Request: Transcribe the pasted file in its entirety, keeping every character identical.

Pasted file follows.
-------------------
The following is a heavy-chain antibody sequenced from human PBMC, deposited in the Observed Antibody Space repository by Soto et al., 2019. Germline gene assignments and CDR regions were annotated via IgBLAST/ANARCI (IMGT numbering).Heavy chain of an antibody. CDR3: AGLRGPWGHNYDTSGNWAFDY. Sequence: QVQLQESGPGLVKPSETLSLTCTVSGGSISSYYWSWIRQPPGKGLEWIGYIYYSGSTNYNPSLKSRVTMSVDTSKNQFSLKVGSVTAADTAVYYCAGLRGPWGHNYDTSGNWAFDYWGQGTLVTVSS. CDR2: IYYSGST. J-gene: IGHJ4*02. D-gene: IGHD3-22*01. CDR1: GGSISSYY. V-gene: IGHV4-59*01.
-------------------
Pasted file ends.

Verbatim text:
The following is a heavy-chain antibody sequenced from human PBMC, deposited in the Observed Antibody Space repository by Soto et al., 2019. Germline gene assignments and CDR regions were annotated via IgBLAST/ANARCI (IMGT numbering).Heavy chain of an antibody. CDR3: AGLRGPWGHNYDTSGNWAFDY. Sequence: QVQLQESGPGLVKPSETLSLTCTVSGGSISSYYWSWIRQPPGKGLEWIGYIYYSGSTNYNPSLKSRVTMSVDTSKNQFSLKVGSVTAADTAVYYCAGLRGPWGHNYDTSGNWAFDYWGQGTLVTVSS. CDR2: IYYSGST. J-gene: IGHJ4*02. D-gene: IGHD3-22*01. CDR1: GGSISSYY. V-gene: IGHV4-59*01.